Friday, December 16, 2011

Detecting bugs: Why humans have body hair

New research suggests that the nearly-invisible hairs covering the human body may help us sense the presence of bedbugs

Why is the human body covered in tiny, nearly-invisible hairs? New research from the University of Sheffield in Britain suggests that the fine hairs help the skin detect bloodsucking parasites — including bedbugs. Here's what you should know:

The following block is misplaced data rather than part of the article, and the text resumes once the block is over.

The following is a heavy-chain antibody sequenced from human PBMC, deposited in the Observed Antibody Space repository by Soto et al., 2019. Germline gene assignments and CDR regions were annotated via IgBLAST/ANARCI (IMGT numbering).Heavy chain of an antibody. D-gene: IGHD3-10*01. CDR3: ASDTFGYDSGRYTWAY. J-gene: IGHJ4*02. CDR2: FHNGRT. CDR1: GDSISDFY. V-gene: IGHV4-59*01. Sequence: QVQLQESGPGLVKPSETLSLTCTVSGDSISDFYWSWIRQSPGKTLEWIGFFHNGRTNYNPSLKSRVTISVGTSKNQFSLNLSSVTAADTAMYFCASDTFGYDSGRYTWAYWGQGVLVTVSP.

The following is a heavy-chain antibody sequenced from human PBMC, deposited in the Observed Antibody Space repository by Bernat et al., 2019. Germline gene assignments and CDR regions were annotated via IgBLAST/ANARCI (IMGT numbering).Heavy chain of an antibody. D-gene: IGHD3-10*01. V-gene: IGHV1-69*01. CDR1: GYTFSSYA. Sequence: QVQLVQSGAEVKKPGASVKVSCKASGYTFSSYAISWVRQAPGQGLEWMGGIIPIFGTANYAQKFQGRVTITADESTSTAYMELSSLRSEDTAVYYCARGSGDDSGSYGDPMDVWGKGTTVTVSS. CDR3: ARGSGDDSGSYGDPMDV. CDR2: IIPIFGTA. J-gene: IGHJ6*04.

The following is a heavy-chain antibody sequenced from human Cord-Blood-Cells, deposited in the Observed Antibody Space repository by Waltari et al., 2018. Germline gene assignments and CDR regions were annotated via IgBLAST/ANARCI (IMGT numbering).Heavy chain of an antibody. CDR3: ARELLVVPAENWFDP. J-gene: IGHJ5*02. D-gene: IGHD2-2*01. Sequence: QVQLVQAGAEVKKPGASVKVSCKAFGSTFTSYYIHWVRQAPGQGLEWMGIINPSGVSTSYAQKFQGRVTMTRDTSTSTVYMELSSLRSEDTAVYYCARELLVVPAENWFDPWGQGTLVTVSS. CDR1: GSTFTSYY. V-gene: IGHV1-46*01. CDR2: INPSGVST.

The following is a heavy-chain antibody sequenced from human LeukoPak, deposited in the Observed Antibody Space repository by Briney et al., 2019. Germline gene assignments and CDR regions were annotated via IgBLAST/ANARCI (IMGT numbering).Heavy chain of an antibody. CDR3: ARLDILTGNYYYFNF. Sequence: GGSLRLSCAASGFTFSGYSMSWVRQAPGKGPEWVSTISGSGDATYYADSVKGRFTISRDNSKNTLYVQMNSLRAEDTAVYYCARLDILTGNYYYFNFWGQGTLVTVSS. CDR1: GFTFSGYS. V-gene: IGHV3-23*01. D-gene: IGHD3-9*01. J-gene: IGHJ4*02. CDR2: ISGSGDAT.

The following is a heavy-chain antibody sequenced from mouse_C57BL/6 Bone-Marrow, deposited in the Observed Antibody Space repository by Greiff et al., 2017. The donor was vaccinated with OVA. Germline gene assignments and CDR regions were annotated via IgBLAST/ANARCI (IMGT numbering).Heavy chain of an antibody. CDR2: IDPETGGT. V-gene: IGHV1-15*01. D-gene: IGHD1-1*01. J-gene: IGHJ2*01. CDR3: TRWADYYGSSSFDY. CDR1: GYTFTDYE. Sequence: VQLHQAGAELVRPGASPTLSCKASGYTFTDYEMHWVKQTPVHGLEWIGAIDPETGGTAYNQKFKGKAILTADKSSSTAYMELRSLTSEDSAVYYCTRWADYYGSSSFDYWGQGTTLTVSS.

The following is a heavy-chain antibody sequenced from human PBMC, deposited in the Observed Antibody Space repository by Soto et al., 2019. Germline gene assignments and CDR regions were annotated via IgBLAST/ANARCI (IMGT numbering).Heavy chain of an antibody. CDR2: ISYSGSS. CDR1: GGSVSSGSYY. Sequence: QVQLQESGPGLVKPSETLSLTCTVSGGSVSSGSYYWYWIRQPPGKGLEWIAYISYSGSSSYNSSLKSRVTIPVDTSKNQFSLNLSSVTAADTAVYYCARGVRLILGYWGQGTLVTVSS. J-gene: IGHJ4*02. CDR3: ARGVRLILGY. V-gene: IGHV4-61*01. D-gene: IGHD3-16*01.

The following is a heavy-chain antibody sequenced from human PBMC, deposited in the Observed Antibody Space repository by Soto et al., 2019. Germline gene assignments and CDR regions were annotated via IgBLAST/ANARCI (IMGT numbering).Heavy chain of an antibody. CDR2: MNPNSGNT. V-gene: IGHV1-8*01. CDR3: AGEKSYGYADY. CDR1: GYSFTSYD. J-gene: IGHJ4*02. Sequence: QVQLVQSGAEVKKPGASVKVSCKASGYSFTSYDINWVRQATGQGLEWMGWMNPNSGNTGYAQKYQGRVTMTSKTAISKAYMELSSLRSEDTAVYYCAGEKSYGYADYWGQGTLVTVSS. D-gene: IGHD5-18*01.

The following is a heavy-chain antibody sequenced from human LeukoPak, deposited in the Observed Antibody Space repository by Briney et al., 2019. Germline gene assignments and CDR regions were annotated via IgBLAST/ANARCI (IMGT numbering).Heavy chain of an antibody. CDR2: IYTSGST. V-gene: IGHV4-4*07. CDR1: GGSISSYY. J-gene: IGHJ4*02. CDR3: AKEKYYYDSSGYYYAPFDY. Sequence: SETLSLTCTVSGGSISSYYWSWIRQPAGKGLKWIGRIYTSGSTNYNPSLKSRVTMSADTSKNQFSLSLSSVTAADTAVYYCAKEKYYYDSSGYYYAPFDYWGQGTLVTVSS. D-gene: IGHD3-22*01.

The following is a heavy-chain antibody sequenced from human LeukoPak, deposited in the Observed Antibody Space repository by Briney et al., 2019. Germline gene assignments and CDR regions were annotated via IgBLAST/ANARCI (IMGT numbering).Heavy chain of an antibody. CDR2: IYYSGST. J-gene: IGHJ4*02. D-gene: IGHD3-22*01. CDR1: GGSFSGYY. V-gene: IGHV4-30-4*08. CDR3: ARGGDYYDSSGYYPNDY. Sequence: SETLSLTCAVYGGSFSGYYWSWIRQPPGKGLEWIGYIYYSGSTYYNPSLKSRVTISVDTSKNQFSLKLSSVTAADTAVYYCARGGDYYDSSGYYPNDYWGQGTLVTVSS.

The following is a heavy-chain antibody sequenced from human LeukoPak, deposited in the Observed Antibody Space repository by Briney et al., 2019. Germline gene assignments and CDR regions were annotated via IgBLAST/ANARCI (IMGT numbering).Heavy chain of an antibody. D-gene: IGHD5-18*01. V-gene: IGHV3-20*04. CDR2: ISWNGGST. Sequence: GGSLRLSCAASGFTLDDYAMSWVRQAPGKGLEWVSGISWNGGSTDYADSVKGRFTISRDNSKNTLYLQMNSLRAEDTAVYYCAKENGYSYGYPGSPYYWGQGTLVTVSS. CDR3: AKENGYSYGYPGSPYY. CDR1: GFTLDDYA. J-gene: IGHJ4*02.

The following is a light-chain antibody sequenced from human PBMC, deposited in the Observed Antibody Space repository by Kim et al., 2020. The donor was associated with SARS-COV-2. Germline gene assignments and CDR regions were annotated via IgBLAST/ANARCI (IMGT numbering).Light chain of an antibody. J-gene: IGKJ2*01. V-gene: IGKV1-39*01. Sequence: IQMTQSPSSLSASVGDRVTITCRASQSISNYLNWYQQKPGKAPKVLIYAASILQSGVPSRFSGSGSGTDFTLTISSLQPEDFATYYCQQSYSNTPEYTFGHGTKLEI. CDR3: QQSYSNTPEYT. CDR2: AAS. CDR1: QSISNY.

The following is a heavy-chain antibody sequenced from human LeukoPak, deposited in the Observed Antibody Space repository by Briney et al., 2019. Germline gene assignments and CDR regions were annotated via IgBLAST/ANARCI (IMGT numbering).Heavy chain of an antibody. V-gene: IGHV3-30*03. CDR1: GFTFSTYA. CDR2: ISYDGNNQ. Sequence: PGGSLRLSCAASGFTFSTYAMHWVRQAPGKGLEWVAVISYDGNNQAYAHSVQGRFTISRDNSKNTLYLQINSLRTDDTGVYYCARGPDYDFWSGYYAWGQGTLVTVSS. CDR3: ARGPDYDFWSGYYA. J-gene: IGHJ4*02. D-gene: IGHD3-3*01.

We're covered in tiny, nearly-invisible hairs?
There's body hair and then there's body hair. At first glance, seemingly smooth portions of the human body appear hairless. But that's not the case at all. "Per square centimeter, human skin has as many hair follicles as that of the other great apes," notes The Economist. "The difference," really, isn't in the number of hairs, but rather "in the fineness of the hair that grows from those follicles."



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